Ini­tially the plan was sim­ply to tidy up the car, but as is of­ten the case with these things, one job led to an­other. The pre­vi­ous owner had used it tow boats and it was reg­u­larly backed into the wa­ter. An­drew started fix­ing an is­sue on the rear of the car and then no­ticed they needed to put a sill in it. “So it be­came a bare shell, he ex­plains. “I rubbed it back by hand, which I don’t rec­om­mend to any­body, and that’s one rea­son why it took so long to do. One of my mates is a re­ally fas­tid­i­ous panel-beater and ev­ery­thing on the car is 100 per cent. There’s very lit­tle filler in it. I found a re­ally good pain­ter. He’s a Com­modore nut as well and did a very good job.”

The car has only done around 100,000km, but it has had a colour­ful life. “Im­me­di­ately af­ter John raced it be­came a me­dia car for HDT,” says An­drew. “So it graced a few mag­a­zines early on. And then they gave it away at Bathurst 1981. Who­ever got clos­est to pick­ing Brock’s qual­i­fy­ing time won the car. It got shipped to Sut­tons in Chul­lora – a young kid, a 14-year-old, won it. He took the money in­stead.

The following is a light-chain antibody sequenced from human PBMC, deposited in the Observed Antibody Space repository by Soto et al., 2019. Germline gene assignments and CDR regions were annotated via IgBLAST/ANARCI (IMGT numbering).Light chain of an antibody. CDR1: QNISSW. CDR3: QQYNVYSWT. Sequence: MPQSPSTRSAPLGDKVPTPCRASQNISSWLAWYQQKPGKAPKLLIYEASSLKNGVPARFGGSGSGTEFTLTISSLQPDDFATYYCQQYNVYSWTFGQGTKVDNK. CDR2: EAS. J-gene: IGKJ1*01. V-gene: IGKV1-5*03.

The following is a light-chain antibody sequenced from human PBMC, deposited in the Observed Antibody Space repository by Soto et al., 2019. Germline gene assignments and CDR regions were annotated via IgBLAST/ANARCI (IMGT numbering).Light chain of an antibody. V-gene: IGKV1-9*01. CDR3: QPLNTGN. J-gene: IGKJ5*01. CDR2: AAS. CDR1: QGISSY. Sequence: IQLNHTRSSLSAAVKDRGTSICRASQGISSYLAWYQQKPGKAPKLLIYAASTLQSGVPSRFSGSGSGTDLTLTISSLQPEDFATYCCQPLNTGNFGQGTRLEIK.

“A copy­writer from Mel­bourne who was work­ing in Syd­ney bought it. He moved back to Mel­bourne and I have re­ceipts for ev­ery cent he spent on that car – two vol­umes of them – and most of it was spent at HDT over the was al­ways ser­viced by them and a few mods done over time. It had ex­trac­tors put on it, slightly big­ger camshaft. The guy we bought it from didn’t re­ally look af­ter it – whacked a tow­bar on it and towed his boats around with it.”

When you’re a rac­ing driver you’re just look­ing to the next car that goes faster, you’re never look­ing back 20 or 30 years. It’s col­lec­tors like these guys that keep them alive. I’ve al­ways been fond of those cars. They were just great things and that was a nice era of Aus­tralian mo­tor­ing. An­drew and Ja­nine have done an in­cred­i­ble job of car­ing for it.


ABOVE Bowe re­unites with his old flame, that he hoped would bring him fame.

TOP JB’s Race of Cham­pi­ons HDT Com­modore is once again pris­tine.

ABOVE RIGHT Very lit­tle race scaf­fold­ing by to­day’s stan­dards.

ABOVE Badge of hon­our. ’95 Na­tion­als par­tic­i­pant de­cal.

LEFT It’s ours. An­drew and Ja­nine Bond are smil­ing now. That wasn’t al­ways the case.

RIGHT It’s red. Very, very red in there.